select map_value from sys.dm_xe_map_values
where name = ‘lock_resource_type’
order by map_key

Here is the output:


Note: the above output was produced from a SQL 2014 instance, so you may not find all the values in older versions of SQL. Most of the above are easy to understand (for example, Object, Page or Key.)

NOW – there are some others in the above list which are not that easily understood. If you want to hear more, please leave a comment and indicate what exactly you want to know more about! I’ll do my best to explain within the boundaries of what we can share publicly Smile


Error message “Copying cluster-resource …fssres.dll to C:Windowssystem32fssres.dll failed…” during SQL Server 2014 setup

First and foremost, let me reproduce the complete error message I refer to above: “Copying cluster-resource C:Program FilesMicrosoft SQL ServerMSSQL12.SQL14MSSQLBinnfssres.dll to C:Windowssystem32fssres.dll failed because the destination file exists and is read-only”


I received the above error message while setting up a SQL Server 2014 instance side by side with an existing copy of SQL Server 2012. The setup caused the “Database Engine” component to fail and later it had to be removed before re-attempting setup.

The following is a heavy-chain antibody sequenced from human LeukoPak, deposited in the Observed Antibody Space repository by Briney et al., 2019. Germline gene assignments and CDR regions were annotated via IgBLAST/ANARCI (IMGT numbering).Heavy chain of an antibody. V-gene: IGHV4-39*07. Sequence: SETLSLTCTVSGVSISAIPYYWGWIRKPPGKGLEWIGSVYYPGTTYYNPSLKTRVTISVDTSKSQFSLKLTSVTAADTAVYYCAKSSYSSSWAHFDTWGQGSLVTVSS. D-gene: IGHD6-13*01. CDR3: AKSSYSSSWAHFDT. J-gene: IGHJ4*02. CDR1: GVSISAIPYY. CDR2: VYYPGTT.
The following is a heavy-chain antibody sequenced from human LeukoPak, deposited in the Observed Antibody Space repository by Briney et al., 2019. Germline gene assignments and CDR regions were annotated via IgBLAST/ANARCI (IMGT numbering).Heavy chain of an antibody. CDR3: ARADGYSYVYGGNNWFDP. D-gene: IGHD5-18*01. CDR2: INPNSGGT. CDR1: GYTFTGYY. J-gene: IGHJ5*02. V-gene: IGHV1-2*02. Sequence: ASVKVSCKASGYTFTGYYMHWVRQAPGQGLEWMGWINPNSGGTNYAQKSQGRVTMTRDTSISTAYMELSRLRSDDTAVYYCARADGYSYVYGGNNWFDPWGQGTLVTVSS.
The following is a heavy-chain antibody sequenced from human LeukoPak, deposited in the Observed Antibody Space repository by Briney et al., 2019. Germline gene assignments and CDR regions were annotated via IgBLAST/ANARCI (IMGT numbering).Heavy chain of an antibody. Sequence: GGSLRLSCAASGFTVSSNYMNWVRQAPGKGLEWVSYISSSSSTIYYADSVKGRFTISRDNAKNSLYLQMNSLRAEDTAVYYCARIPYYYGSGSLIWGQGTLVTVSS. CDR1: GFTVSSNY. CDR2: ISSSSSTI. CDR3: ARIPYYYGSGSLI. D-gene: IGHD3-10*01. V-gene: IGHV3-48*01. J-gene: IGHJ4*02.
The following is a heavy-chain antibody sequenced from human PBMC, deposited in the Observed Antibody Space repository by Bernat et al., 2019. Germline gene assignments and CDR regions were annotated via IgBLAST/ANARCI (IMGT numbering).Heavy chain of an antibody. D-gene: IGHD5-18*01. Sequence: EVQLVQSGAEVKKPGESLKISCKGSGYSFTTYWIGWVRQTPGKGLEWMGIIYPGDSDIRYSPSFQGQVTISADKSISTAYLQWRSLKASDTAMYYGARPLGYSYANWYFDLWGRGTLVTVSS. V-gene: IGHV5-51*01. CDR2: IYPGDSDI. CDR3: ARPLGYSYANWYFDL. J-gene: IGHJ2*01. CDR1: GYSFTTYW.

The root cause of such setup failures is often quite easy to locate when you look at the setup logs, which are conveniently placed under the “C:Program FilesMicrosoft SQL Server120Setup BootstrapLog” folder on your machine. When I looked at the Detail.txt file from such the problematic server, I could sport the following section:

(01) 2015-01-04 08:09:34 Slp: UpdateClusterResourceAction: Resource type = ‘SQL Server FILESTREAM Share’ ResourceDllName = fssres.dll Source Location = ‘C:Program FilesMicrosoft SQL ServerMSSQL12.SQL14MSSQLBinn’ Target Location = ‘C:Windowssystem32’.
(01) 2015-01-04 08:09:40 Slp: Type ‘SQL Server FILESTREAM Share’ not found. Performing copy directly …
(01) 2015-01-04 08:09:40 Slp: Failed to version-copy file ‘C:Program FilesMicrosoft SQL ServerMSSQL12.SQL14MSSQLBinnfssres.dll’ to ‘C:Windowssystem32fssres.dll’. Exception data is: System.IO.IOException: The process cannot access the file ‘C:Windowssystem32fssres.dll’ because it is being used by another process.